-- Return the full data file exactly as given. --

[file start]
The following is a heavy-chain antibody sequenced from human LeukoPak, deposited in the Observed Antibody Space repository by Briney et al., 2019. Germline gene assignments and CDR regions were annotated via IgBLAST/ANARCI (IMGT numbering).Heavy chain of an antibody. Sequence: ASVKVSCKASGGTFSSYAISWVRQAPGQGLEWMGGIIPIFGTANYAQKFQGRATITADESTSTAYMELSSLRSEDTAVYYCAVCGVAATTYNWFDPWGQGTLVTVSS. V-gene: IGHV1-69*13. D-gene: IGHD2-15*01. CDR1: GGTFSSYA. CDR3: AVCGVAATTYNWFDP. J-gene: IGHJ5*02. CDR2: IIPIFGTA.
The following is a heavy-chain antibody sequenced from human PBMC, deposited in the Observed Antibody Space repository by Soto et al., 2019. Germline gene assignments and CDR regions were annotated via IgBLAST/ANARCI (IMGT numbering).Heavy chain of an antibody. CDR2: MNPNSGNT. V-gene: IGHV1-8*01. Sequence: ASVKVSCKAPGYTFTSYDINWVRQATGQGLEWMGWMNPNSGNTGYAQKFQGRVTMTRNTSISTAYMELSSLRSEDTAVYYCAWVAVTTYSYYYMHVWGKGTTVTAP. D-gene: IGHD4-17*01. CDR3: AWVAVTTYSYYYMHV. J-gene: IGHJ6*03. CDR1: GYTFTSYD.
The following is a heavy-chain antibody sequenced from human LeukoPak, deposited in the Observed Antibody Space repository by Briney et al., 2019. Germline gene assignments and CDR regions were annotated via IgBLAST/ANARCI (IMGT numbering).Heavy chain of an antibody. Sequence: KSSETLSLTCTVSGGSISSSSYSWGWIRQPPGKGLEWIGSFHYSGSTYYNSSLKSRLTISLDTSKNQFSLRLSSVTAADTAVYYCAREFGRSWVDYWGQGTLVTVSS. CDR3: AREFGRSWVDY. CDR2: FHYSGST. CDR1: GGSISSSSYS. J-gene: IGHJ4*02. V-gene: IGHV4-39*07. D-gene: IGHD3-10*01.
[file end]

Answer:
The following is a heavy-chain antibody sequenced from human LeukoPak, deposited in the Observed Antibody Space repository by Briney et al., 2019. Germline gene assignments and CDR regions were annotated via IgBLAST/ANARCI (IMGT numbering).Heavy chain of an antibody. Sequence: ASVKVSCKASGGTFSSYAISWVRQAPGQGLEWMGGIIPIFGTANYAQKFQGRATITADESTSTAYMELSSLRSEDTAVYYCAVCGVAATTYNWFDPWGQGTLVTVSS. V-gene: IGHV1-69*13. D-gene: IGHD2-15*01. CDR1: GGTFSSYA. CDR3: AVCGVAATTYNWFDP. J-gene: IGHJ5*02. CDR2: IIPIFGTA.
The following is a heavy-chain antibody sequenced from human PBMC, deposited in the Observed Antibody Space repository by Soto et al., 2019. Germline gene assignments and CDR regions were annotated via IgBLAST/ANARCI (IMGT numbering).Heavy chain of an antibody. CDR2: MNPNSGNT. V-gene: IGHV1-8*01. Sequence: ASVKVSCKAPGYTFTSYDINWVRQATGQGLEWMGWMNPNSGNTGYAQKFQGRVTMTRNTSISTAYMELSSLRSEDTAVYYCAWVAVTTYSYYYMHVWGKGTTVTAP. D-gene: IGHD4-17*01. CDR3: AWVAVTTYSYYYMHV. J-gene: IGHJ6*03. CDR1: GYTFTSYD.
The following is a heavy-chain antibody sequenced from human LeukoPak, deposited in the Observed Antibody Space repository by Briney et al., 2019. Germline gene assignments and CDR regions were annotated via IgBLAST/ANARCI (IMGT numbering).Heavy chain of an antibody. Sequence: KSSETLSLTCTVSGGSISSSSYSWGWIRQPPGKGLEWIGSFHYSGSTYYNSSLKSRLTISLDTSKNQFSLRLSSVTAADTAVYYCAREFGRSWVDYWGQGTLVTVSS. CDR3: AREFGRSWVDY. CDR2: FHYSGST. CDR1: GGSISSSSYS. J-gene: IGHJ4*02. V-gene: IGHV4-39*07. D-gene: IGHD3-10*01.